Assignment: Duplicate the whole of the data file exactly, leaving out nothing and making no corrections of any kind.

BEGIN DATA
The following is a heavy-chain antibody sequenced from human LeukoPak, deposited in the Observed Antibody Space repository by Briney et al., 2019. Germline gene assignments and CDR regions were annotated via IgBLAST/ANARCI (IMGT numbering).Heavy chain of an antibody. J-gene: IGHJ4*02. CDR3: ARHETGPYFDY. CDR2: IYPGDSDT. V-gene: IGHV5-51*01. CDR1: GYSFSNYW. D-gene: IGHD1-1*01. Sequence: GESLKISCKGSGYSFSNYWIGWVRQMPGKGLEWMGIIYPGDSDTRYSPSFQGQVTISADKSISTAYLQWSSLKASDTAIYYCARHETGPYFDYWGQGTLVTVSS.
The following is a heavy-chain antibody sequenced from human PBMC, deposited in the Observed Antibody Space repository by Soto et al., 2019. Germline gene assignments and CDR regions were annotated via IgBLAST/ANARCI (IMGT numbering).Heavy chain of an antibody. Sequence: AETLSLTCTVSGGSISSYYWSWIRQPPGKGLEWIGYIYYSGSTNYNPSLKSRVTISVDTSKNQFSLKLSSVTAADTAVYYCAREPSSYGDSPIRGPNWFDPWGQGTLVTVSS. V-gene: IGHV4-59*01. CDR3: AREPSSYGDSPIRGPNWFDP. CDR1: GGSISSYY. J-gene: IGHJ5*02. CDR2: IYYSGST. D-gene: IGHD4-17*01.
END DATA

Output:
The following is a heavy-chain antibody sequenced from human LeukoPak, deposited in the Observed Antibody Space repository by Briney et al., 2019. Germline gene assignments and CDR regions were annotated via IgBLAST/ANARCI (IMGT numbering).Heavy chain of an antibody. J-gene: IGHJ4*02. CDR3: ARHETGPYFDY. CDR2: IYPGDSDT. V-gene: IGHV5-51*01. CDR1: GYSFSNYW. D-gene: IGHD1-1*01. Sequence: GESLKISCKGSGYSFSNYWIGWVRQMPGKGLEWMGIIYPGDSDTRYSPSFQGQVTISADKSISTAYLQWSSLKASDTAIYYCARHETGPYFDYWGQGTLVTVSS.
The following is a heavy-chain antibody sequenced from human PBMC, deposited in the Observed Antibody Space repository by Soto et al., 2019. Germline gene assignments and CDR regions were annotated via IgBLAST/ANARCI (IMGT numbering).Heavy chain of an antibody. Sequence: AETLSLTCTVSGGSISSYYWSWIRQPPGKGLEWIGYIYYSGSTNYNPSLKSRVTISVDTSKNQFSLKLSSVTAADTAVYYCAREPSSYGDSPIRGPNWFDPWGQGTLVTVSS. V-gene: IGHV4-59*01. CDR3: AREPSSYGDSPIRGPNWFDP. CDR1: GGSISSYY. J-gene: IGHJ5*02. CDR2: IYYSGST. D-gene: IGHD4-17*01.